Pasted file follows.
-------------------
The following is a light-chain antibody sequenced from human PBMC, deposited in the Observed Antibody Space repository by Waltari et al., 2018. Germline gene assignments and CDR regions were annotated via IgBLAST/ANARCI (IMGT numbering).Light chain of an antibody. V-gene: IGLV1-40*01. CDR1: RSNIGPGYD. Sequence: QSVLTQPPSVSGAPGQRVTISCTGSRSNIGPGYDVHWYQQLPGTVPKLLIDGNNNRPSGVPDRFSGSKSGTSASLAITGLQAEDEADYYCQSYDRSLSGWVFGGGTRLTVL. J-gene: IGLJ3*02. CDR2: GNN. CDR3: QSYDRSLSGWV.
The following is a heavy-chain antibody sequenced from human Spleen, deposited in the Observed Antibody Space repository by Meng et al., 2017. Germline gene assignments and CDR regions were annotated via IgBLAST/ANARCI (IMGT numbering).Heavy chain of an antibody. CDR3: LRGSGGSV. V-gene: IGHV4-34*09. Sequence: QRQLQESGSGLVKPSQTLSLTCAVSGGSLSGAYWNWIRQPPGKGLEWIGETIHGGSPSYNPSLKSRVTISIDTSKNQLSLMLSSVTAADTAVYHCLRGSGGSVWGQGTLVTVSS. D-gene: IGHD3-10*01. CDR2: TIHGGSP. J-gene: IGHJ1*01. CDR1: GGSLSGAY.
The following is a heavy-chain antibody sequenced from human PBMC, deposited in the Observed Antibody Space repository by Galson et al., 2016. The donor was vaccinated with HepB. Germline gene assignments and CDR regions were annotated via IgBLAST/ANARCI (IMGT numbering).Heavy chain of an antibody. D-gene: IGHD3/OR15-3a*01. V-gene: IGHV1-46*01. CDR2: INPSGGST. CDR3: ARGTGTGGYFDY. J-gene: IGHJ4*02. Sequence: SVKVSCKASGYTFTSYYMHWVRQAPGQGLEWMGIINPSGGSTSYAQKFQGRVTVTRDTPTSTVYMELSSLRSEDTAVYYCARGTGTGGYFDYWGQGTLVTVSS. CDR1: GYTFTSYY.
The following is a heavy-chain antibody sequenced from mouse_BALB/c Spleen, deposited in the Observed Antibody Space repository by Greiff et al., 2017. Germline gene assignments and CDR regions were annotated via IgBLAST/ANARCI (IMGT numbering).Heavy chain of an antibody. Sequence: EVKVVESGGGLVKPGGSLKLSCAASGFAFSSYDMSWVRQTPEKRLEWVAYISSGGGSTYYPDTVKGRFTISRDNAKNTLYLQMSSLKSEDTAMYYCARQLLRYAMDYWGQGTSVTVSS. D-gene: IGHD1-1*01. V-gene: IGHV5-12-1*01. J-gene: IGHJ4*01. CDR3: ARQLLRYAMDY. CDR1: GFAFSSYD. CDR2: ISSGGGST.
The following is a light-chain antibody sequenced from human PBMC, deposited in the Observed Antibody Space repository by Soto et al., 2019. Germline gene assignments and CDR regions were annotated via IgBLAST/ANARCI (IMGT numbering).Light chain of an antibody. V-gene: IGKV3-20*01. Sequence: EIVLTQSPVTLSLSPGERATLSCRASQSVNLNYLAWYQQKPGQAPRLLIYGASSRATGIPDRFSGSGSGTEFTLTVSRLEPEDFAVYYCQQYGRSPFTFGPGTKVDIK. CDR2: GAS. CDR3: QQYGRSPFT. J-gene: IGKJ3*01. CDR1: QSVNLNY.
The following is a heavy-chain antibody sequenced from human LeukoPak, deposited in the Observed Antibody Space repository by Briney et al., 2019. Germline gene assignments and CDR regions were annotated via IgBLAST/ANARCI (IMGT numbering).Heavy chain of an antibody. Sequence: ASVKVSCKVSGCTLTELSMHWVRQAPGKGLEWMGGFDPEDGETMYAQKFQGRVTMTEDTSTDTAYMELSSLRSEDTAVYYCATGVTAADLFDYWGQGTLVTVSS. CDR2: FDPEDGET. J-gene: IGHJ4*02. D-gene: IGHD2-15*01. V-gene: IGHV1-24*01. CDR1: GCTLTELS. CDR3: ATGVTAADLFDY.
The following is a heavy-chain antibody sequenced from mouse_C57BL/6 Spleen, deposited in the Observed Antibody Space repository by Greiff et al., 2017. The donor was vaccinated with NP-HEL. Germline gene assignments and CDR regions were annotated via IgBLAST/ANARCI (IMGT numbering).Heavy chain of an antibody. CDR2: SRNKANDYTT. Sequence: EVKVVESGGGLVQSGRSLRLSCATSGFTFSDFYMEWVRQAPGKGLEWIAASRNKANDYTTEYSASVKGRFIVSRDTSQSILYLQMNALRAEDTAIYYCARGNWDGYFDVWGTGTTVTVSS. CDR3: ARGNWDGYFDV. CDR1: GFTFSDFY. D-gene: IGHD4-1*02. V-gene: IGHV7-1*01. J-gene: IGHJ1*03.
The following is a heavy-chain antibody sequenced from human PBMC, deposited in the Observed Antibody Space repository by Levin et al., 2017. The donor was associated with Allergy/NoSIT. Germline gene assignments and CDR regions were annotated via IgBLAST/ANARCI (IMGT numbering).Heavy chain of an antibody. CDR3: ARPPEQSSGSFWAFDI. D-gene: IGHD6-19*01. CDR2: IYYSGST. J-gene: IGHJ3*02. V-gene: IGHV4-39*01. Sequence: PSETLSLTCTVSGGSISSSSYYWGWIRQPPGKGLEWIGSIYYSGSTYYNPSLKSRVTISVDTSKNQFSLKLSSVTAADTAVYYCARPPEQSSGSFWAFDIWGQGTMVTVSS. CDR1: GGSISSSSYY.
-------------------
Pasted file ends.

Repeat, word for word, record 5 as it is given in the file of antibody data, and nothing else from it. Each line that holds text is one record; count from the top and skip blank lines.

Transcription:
The following is a light-chain antibody sequenced from human PBMC, deposited in the Observed Antibody Space repository by Soto et al., 2019. Germline gene assignments and CDR regions were annotated via IgBLAST/ANARCI (IMGT numbering).Light chain of an antibody. V-gene: IGKV3-20*01. Sequence: EIVLTQSPVTLSLSPGERATLSCRASQSVNLNYLAWYQQKPGQAPRLLIYGASSRATGIPDRFSGSGSGTEFTLTVSRLEPEDFAVYYCQQYGRSPFTFGPGTKVDIK. CDR2: GAS. CDR3: QQYGRSPFT. J-gene: IGKJ3*01. CDR1: QSVNLNY.